Spectacular San Antonio Botanical Gardens
Two avid gardeners, Mrs. Joseph Murphy and Mrs. R. R. Witt, began dreaming about a garden in San Antonio in the 1940's. Funding was approved in the 1970's. A limestone quarry and former waterworks transformed into the spectacular San Antonio Botanical Gardens and opened to the public in May, 1980.
The Daniel J. Sullivan Carriage House is the most recent addition to the gardens. Visitors travel through time strolling through the structure originally constructed in 1896. The carriage house was owned by an Irish immigrant that served in the Texas Calvary. He hired a famous architect, Alfred Giles, to design the coach house. The carriage house was constructed in the round-arched Richardsonian Romanesque style of architecture. The house was removed brick by brick by skilled stonemasons and relocated to the gardens. The carriage house became the new entry to the gardens when restoration was complete in 1995. A restaurant and gift shop is currently housed in the building.
Emilio Ambasz was commissioned to design the futuristic Lucile Halsell Conservatory on the grounds of the gardens. The architect took full advantage of the mild climate in San Antonio to design rooms connected by an open air courtyard. Visitors enter the conservatory from an underground tunnel. The palm pavilion is the largest glasshouse standing more than 65 feet tall. The conservatory has been featured in many magazine articles.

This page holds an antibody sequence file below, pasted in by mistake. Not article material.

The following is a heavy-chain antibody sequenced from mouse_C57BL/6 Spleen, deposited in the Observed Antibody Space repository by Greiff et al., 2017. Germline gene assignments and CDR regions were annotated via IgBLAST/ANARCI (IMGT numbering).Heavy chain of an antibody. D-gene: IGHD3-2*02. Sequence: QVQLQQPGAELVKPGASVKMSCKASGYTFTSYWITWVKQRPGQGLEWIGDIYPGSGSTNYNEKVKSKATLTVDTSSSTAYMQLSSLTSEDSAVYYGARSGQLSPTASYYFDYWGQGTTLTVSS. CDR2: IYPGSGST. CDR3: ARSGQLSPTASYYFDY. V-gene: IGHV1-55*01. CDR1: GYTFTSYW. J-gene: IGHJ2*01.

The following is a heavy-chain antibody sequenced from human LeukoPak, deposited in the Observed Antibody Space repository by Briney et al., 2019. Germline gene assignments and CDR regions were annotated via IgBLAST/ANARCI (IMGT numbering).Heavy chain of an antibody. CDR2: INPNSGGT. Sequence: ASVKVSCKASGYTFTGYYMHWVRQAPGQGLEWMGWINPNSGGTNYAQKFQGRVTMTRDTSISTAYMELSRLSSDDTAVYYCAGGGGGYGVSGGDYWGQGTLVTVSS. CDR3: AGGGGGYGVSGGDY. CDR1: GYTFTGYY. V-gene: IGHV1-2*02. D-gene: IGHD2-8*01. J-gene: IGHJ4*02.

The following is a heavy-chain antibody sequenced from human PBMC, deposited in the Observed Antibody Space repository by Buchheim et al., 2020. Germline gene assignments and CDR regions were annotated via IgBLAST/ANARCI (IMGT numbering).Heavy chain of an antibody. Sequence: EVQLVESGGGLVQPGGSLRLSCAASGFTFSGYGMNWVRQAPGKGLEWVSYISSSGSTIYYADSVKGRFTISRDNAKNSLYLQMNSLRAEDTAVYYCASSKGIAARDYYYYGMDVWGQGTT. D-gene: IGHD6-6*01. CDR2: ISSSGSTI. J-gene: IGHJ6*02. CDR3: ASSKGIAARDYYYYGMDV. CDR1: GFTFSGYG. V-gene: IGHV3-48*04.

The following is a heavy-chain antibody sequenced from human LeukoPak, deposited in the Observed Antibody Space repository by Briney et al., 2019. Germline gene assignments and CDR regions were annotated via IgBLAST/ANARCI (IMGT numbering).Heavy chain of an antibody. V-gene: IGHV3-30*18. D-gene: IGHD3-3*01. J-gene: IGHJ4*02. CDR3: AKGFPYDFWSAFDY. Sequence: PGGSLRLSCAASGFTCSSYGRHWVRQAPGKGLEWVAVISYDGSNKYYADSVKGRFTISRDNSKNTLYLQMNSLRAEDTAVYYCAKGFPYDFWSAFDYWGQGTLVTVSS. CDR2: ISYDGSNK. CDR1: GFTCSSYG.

Four seasonal beds display a variety of foliage textures and colorful flowers. An old fashion garden showcases heirloom plants that have been passed down through the generations. Visitors often reminisce of grandmother's garden when strolling through the sensory garden or the rose garden. The cactus and succulent garden exhibits native desert plants. Directions, garden hours and ticket information are available on the website.
Photo courtesy of San Antonio 2013 Botanical Gardens by Amanda Richards at Flickr's Creative Commons.
About NT3RNT RITR
A traveler at heart, the writer enjoys traveling all over the south and hopes to one day expand his destinations.